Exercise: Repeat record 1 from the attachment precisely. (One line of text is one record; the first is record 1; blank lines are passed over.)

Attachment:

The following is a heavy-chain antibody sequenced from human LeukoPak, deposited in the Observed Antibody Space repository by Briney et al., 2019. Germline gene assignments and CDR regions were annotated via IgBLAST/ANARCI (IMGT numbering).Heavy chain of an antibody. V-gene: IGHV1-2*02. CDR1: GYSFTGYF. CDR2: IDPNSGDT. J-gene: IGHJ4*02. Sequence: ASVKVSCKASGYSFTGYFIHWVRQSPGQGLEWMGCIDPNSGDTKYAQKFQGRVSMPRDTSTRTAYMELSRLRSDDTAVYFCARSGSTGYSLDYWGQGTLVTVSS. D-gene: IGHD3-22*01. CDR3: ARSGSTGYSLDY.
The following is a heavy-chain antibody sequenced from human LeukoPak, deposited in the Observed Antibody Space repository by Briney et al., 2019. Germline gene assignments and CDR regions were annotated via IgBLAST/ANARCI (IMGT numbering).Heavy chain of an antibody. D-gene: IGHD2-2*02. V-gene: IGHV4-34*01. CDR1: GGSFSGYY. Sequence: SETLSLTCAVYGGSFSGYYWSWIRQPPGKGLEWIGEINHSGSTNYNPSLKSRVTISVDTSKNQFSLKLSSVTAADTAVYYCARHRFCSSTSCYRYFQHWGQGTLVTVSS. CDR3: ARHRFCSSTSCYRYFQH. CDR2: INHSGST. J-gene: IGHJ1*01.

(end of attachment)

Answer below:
The following is a heavy-chain antibody sequenced from human LeukoPak, deposited in the Observed Antibody Space repository by Briney et al., 2019. Germline gene assignments and CDR regions were annotated via IgBLAST/ANARCI (IMGT numbering).Heavy chain of an antibody. V-gene: IGHV1-2*02. CDR1: GYSFTGYF. CDR2: IDPNSGDT. J-gene: IGHJ4*02. Sequence: ASVKVSCKASGYSFTGYFIHWVRQSPGQGLEWMGCIDPNSGDTKYAQKFQGRVSMPRDTSTRTAYMELSRLRSDDTAVYFCARSGSTGYSLDYWGQGTLVTVSS. D-gene: IGHD3-22*01. CDR3: ARSGSTGYSLDY.